- The Punanga Nui Market in Avarua (mornings until 12pm and Thursday nights from 5pm to 9pm).
- The Muri Night Market in Muri Beach Village (evenings on Sunday, Tuesday, Wednesday and Thursday).
Insider tip: The markets are cash only, so don’t forget to bring your Cook Islands coins or New Zealand Dollars.
Exploring other regions of the Cook Islands
Rarotonga is just one of the country’s 15 gorgeous islands. Smaller but no less beautiful adventures await in places like Aitutaki, Atiu, Mitiaro and Mauke in the Southern Group, and Manihiki and Rakahanga in the Northern Group.
Air Rarotonga, the national airline of the Cook Islands, offers regular flights to Raro’s surrounding islands, and even offer day trip tours to Aitutaki; a 50-minute flight north.
Let’s take a look at three other regions to explore in the Cook Islands.
Commonly referred to as “heaven on earth”, Aitutaki is the second-most popular destination in the Cook Islands after Rarotonga. Blinding white sand beaches fringed by gin-clear waters and breezy palms make you feel like you’ve landed straight into a desktop screensaver, and the area boasts the world’s most beautiful lagoon, according to Lonely Planet founder, Tony Wheeler.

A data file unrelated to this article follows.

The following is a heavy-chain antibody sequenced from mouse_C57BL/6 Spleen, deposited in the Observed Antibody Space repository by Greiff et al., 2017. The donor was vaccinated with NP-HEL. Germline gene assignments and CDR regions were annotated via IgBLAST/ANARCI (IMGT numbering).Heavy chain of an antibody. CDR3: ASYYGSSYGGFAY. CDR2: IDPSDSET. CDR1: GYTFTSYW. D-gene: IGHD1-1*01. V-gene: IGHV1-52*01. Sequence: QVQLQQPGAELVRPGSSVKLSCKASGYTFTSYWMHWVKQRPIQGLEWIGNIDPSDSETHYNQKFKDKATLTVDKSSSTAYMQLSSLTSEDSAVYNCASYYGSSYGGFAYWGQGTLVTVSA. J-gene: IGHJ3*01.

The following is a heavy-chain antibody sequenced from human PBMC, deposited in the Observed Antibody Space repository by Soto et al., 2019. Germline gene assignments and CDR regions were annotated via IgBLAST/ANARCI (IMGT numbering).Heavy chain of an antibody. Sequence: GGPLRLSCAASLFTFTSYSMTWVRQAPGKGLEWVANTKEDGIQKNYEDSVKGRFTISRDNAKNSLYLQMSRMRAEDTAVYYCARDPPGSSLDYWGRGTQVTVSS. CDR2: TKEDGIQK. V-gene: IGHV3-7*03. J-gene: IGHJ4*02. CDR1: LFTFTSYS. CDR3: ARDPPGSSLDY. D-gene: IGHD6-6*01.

Aitutaki is actually a collection of small islets known as motus, which are scattered across the region’s dazzling lagoon. Exploring untouched beaches by kayak gives you the chance to find your own hidden gems.
For the travellers unafraid to venture off the beaten track, Atiu promises a unique adventure into an ancient paradise. About half the size of Rarotonga, Atiu is home to just 400 people and has few of the creature comforts of its neighbour. But if it’s rare birdlife, ancient cave systems and truly secluded beaches you crave, Atiu could be exactly what you’re looking for.
Atiu is renowned for its birdlife, including the rare native Kopeka, and exotic varieties of Tavake, the Brown Bobby, Blue Kingfisher and more.